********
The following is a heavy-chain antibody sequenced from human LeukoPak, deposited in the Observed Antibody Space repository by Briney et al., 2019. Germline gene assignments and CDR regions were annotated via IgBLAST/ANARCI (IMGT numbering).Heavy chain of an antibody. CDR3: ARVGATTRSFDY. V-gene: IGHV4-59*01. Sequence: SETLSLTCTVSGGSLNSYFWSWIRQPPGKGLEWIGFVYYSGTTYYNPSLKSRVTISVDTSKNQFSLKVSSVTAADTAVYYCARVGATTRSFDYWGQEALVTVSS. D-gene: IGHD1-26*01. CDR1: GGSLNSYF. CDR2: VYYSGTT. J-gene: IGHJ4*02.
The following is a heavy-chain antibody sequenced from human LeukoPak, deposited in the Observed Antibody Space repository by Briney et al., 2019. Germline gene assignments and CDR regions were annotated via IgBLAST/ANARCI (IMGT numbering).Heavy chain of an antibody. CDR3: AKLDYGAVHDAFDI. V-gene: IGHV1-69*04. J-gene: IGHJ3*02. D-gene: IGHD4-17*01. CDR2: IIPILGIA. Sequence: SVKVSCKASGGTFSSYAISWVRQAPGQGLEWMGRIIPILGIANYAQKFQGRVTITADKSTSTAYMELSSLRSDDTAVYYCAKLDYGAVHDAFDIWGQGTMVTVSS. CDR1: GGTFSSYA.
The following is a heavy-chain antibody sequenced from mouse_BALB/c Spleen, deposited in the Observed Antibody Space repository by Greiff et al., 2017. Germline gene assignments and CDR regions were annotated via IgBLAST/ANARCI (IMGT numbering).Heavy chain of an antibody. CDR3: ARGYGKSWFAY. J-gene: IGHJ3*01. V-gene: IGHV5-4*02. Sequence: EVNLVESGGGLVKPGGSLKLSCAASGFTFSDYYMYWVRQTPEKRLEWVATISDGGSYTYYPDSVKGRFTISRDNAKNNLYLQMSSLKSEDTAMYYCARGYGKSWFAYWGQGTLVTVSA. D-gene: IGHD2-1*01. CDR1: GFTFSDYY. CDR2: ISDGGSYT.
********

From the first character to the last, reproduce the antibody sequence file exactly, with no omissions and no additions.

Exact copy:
The following is a heavy-chain antibody sequenced from human LeukoPak, deposited in the Observed Antibody Space repository by Briney et al., 2019. Germline gene assignments and CDR regions were annotated via IgBLAST/ANARCI (IMGT numbering).Heavy chain of an antibody. CDR3: ARVGATTRSFDY. V-gene: IGHV4-59*01. Sequence: SETLSLTCTVSGGSLNSYFWSWIRQPPGKGLEWIGFVYYSGTTYYNPSLKSRVTISVDTSKNQFSLKVSSVTAADTAVYYCARVGATTRSFDYWGQEALVTVSS. D-gene: IGHD1-26*01. CDR1: GGSLNSYF. CDR2: VYYSGTT. J-gene: IGHJ4*02.
The following is a heavy-chain antibody sequenced from human LeukoPak, deposited in the Observed Antibody Space repository by Briney et al., 2019. Germline gene assignments and CDR regions were annotated via IgBLAST/ANARCI (IMGT numbering).Heavy chain of an antibody. CDR3: AKLDYGAVHDAFDI. V-gene: IGHV1-69*04. J-gene: IGHJ3*02. D-gene: IGHD4-17*01. CDR2: IIPILGIA. Sequence: SVKVSCKASGGTFSSYAISWVRQAPGQGLEWMGRIIPILGIANYAQKFQGRVTITADKSTSTAYMELSSLRSDDTAVYYCAKLDYGAVHDAFDIWGQGTMVTVSS. CDR1: GGTFSSYA.
The following is a heavy-chain antibody sequenced from mouse_BALB/c Spleen, deposited in the Observed Antibody Space repository by Greiff et al., 2017. Germline gene assignments and CDR regions were annotated via IgBLAST/ANARCI (IMGT numbering).Heavy chain of an antibody. CDR3: ARGYGKSWFAY. J-gene: IGHJ3*01. V-gene: IGHV5-4*02. Sequence: EVNLVESGGGLVKPGGSLKLSCAASGFTFSDYYMYWVRQTPEKRLEWVATISDGGSYTYYPDSVKGRFTISRDNAKNNLYLQMSSLKSEDTAMYYCARGYGKSWFAYWGQGTLVTVSA. D-gene: IGHD2-1*01. CDR1: GFTFSDYY. CDR2: ISDGGSYT.